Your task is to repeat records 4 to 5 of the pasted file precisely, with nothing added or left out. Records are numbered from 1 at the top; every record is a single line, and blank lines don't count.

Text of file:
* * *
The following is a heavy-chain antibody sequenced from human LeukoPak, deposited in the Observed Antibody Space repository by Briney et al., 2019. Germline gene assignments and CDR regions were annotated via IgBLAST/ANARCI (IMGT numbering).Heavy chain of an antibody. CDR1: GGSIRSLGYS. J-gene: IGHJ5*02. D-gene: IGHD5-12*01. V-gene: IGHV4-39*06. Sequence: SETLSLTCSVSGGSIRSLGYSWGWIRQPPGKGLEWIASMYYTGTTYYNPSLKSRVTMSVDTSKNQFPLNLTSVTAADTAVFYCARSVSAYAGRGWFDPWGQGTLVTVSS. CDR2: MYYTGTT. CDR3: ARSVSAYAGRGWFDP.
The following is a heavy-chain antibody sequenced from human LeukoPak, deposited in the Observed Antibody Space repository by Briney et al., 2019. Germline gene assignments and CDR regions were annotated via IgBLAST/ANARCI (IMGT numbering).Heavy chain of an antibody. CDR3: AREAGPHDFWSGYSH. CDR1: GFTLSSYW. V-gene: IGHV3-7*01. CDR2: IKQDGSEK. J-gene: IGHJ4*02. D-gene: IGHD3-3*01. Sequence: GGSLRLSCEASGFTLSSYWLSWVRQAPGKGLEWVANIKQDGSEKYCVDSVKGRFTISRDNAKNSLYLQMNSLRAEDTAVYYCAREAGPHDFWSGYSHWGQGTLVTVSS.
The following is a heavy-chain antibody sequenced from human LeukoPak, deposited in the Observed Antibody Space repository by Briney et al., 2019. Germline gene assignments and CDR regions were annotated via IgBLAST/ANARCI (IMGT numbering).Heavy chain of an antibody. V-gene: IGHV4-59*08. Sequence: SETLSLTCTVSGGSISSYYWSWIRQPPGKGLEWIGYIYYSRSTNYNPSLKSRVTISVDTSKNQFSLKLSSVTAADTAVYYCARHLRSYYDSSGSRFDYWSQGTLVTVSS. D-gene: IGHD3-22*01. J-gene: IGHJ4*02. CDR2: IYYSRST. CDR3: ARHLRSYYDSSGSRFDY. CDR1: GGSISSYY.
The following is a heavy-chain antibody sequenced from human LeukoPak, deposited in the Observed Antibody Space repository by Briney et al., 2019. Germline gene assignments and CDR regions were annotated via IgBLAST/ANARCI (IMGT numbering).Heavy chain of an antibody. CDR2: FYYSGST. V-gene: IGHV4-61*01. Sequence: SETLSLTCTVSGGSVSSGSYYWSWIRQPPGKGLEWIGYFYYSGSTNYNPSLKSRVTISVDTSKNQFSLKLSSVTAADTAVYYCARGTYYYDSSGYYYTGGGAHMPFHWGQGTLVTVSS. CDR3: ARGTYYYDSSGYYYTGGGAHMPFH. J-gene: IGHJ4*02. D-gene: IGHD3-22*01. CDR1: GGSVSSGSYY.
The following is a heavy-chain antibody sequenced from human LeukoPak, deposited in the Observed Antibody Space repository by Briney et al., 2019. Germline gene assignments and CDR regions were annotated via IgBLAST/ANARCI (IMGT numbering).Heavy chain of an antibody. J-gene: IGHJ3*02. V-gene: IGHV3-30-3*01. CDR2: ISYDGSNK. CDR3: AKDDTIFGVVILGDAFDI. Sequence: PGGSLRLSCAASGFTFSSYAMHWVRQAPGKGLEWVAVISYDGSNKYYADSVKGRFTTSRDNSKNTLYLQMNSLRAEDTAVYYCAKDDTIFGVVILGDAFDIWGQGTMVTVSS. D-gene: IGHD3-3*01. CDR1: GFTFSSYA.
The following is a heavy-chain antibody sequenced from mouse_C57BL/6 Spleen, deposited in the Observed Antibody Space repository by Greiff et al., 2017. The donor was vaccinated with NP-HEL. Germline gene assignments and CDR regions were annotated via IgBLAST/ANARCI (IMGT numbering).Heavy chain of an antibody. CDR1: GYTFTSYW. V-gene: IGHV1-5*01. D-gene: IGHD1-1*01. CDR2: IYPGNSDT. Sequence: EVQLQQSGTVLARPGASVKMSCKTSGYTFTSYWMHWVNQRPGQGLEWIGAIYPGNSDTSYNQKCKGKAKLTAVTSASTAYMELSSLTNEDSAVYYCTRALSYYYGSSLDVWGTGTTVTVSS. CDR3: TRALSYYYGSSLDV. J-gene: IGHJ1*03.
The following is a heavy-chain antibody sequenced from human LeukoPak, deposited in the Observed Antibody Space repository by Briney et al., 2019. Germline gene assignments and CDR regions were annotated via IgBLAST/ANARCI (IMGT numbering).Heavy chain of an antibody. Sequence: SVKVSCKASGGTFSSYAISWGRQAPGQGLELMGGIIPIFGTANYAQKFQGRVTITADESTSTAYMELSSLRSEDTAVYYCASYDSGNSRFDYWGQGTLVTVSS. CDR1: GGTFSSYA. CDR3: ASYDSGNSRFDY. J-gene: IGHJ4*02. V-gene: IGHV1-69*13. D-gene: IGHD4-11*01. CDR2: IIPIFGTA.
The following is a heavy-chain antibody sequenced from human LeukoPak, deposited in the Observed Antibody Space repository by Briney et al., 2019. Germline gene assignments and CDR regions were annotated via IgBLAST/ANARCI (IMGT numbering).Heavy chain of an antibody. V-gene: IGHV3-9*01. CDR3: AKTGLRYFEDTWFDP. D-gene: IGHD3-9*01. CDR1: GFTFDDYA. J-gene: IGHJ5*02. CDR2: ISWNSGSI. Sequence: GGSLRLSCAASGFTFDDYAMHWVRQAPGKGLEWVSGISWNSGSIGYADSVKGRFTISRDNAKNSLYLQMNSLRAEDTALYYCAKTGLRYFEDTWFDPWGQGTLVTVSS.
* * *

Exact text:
The following is a heavy-chain antibody sequenced from human LeukoPak, deposited in the Observed Antibody Space repository by Briney et al., 2019. Germline gene assignments and CDR regions were annotated via IgBLAST/ANARCI (IMGT numbering).Heavy chain of an antibody. CDR2: FYYSGST. V-gene: IGHV4-61*01. Sequence: SETLSLTCTVSGGSVSSGSYYWSWIRQPPGKGLEWIGYFYYSGSTNYNPSLKSRVTISVDTSKNQFSLKLSSVTAADTAVYYCARGTYYYDSSGYYYTGGGAHMPFHWGQGTLVTVSS. CDR3: ARGTYYYDSSGYYYTGGGAHMPFH. J-gene: IGHJ4*02. D-gene: IGHD3-22*01. CDR1: GGSVSSGSYY.
The following is a heavy-chain antibody sequenced from human LeukoPak, deposited in the Observed Antibody Space repository by Briney et al., 2019. Germline gene assignments and CDR regions were annotated via IgBLAST/ANARCI (IMGT numbering).Heavy chain of an antibody. J-gene: IGHJ3*02. V-gene: IGHV3-30-3*01. CDR2: ISYDGSNK. CDR3: AKDDTIFGVVILGDAFDI. Sequence: PGGSLRLSCAASGFTFSSYAMHWVRQAPGKGLEWVAVISYDGSNKYYADSVKGRFTTSRDNSKNTLYLQMNSLRAEDTAVYYCAKDDTIFGVVILGDAFDIWGQGTMVTVSS. D-gene: IGHD3-3*01. CDR1: GFTFSSYA.